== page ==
There are currently over 12,000 accessioned objects within the museum collection, including:
- The largest European collection of 7th & 8th Centuries Coloured Window Glass.
- A Full sized Facsimili of the Codex Amiatinus, one of the earliest latin bibles, produced here at Wearmouth-Jarrow, by order of Ceolfrith, on long-term loan by the Friends of the World of Bede.
- Painted Anglo-Saxon Plaster
- Magnificent Anglo-Saxon Stone work.
- Archival material relating to the excavations of the Jarrow Monastery, and Jarrow Slake.
The museum was originally set up to care for and display nationally and internationally significant material from the site of the Jarrow Monastery, founded by Benedict Biscop in 681 AD; one half of the twin monastery of Wearmouth-Jarrow. The site of St Paul’s Church was excavated extensively between 1963 and 1978 by Dame Professor Rosemary Cramp and her colleagues at Durham University.
Jarrow Hall also cares for a small social history collection relating to both Jarrow Hall House, our Grade II listed Georgian House, as well as some local Jarrow history. The Georgian House was built around 1785 by local coal mine and shipbuilding industrialist Simon Temple.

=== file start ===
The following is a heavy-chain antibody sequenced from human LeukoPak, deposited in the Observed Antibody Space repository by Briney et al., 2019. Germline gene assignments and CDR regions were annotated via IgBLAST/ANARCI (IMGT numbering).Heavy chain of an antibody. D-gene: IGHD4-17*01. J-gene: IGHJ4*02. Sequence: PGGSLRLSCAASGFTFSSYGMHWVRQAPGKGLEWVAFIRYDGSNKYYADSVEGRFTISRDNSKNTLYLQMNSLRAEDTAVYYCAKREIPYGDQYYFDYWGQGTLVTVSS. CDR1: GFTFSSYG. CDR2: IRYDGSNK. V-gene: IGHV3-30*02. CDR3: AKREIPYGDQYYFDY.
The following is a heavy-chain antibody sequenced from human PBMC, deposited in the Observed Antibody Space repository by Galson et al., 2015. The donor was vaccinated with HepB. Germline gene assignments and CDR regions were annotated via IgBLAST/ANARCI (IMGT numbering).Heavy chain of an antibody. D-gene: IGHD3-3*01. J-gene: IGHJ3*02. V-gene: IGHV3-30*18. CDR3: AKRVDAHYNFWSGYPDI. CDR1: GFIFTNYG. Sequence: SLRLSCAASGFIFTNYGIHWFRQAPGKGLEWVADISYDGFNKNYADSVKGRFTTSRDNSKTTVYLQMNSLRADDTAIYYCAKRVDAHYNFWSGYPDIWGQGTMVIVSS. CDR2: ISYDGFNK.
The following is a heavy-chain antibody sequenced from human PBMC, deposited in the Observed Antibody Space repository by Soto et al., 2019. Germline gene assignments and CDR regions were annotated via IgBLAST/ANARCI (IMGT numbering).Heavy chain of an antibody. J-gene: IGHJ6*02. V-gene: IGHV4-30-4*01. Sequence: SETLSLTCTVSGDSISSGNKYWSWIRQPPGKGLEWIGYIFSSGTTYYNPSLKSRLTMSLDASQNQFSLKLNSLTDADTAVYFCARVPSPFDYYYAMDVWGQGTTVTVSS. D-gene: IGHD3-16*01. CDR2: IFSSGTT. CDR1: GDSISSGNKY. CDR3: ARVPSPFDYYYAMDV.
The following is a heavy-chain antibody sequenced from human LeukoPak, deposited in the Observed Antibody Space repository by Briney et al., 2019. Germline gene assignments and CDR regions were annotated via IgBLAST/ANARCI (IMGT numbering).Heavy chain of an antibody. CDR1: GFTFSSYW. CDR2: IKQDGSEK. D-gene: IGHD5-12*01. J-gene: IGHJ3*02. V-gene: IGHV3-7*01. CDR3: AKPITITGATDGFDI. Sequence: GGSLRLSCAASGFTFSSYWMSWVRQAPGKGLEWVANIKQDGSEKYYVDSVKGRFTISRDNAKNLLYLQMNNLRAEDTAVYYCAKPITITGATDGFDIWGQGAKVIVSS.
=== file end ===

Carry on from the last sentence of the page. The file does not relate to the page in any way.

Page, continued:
The museum is currently building an archive of material related to the (re) constructed structures on site, and experimental archaeology.
Find out more about our collections by searching our online collections catalogue, to get some idea of the types of collections we hold.
Exhibitions / Events
Please get in touch with us via email, or letter before bringing any items to the museum. You must first in writing describe what you’d like to donate, how you have come to own the object(s) and provide a photograph of the item(s) where possible.
A member of the collections team will be in touch soon after to tell you whether this is an item we can accept, whether we need further information, if we cannot accept your offer, or to arrange a time and date to bring your item in.
Please note our collections development policy will inform any decisions made by the museum.
We do not accept any hazardous objects / substances.